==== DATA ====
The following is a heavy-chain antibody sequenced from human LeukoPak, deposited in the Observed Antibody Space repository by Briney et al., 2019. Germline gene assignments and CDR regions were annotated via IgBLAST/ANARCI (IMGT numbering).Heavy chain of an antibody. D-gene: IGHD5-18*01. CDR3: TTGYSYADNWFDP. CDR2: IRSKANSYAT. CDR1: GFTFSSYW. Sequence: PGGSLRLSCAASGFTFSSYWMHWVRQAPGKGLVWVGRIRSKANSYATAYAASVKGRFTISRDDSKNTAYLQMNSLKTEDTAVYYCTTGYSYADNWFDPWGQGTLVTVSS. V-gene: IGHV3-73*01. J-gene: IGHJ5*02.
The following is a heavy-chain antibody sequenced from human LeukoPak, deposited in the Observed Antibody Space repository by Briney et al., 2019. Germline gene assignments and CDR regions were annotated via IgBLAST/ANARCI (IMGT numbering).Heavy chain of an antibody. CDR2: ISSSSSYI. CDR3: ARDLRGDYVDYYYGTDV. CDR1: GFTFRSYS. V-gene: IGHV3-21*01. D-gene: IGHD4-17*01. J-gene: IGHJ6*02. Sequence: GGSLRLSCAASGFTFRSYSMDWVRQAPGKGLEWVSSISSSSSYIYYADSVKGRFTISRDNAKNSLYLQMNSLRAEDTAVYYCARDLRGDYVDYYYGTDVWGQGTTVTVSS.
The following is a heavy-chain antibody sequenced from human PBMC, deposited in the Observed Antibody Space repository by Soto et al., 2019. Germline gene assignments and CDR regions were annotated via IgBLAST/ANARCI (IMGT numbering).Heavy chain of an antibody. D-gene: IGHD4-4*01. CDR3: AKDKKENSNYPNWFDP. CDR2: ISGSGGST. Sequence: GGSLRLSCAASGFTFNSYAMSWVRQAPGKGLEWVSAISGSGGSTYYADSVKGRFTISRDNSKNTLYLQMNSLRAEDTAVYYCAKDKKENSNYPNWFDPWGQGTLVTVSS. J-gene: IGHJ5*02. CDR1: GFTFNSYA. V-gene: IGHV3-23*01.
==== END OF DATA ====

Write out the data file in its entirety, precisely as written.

The following is a heavy-chain antibody sequenced from human LeukoPak, deposited in the Observed Antibody Space repository by Briney et al., 2019. Germline gene assignments and CDR regions were annotated via IgBLAST/ANARCI (IMGT numbering).Heavy chain of an antibody. D-gene: IGHD5-18*01. CDR3: TTGYSYADNWFDP. CDR2: IRSKANSYAT. CDR1: GFTFSSYW. Sequence: PGGSLRLSCAASGFTFSSYWMHWVRQAPGKGLVWVGRIRSKANSYATAYAASVKGRFTISRDDSKNTAYLQMNSLKTEDTAVYYCTTGYSYADNWFDPWGQGTLVTVSS. V-gene: IGHV3-73*01. J-gene: IGHJ5*02.
The following is a heavy-chain antibody sequenced from human LeukoPak, deposited in the Observed Antibody Space repository by Briney et al., 2019. Germline gene assignments and CDR regions were annotated via IgBLAST/ANARCI (IMGT numbering).Heavy chain of an antibody. CDR2: ISSSSSYI. CDR3: ARDLRGDYVDYYYGTDV. CDR1: GFTFRSYS. V-gene: IGHV3-21*01. D-gene: IGHD4-17*01. J-gene: IGHJ6*02. Sequence: GGSLRLSCAASGFTFRSYSMDWVRQAPGKGLEWVSSISSSSSYIYYADSVKGRFTISRDNAKNSLYLQMNSLRAEDTAVYYCARDLRGDYVDYYYGTDVWGQGTTVTVSS.
The following is a heavy-chain antibody sequenced from human PBMC, deposited in the Observed Antibody Space repository by Soto et al., 2019. Germline gene assignments and CDR regions were annotated via IgBLAST/ANARCI (IMGT numbering).Heavy chain of an antibody. D-gene: IGHD4-4*01. CDR3: AKDKKENSNYPNWFDP. CDR2: ISGSGGST. Sequence: GGSLRLSCAASGFTFNSYAMSWVRQAPGKGLEWVSAISGSGGSTYYADSVKGRFTISRDNSKNTLYLQMNSLRAEDTAVYYCAKDKKENSNYPNWFDPWGQGTLVTVSS. J-gene: IGHJ5*02. CDR1: GFTFNSYA. V-gene: IGHV3-23*01.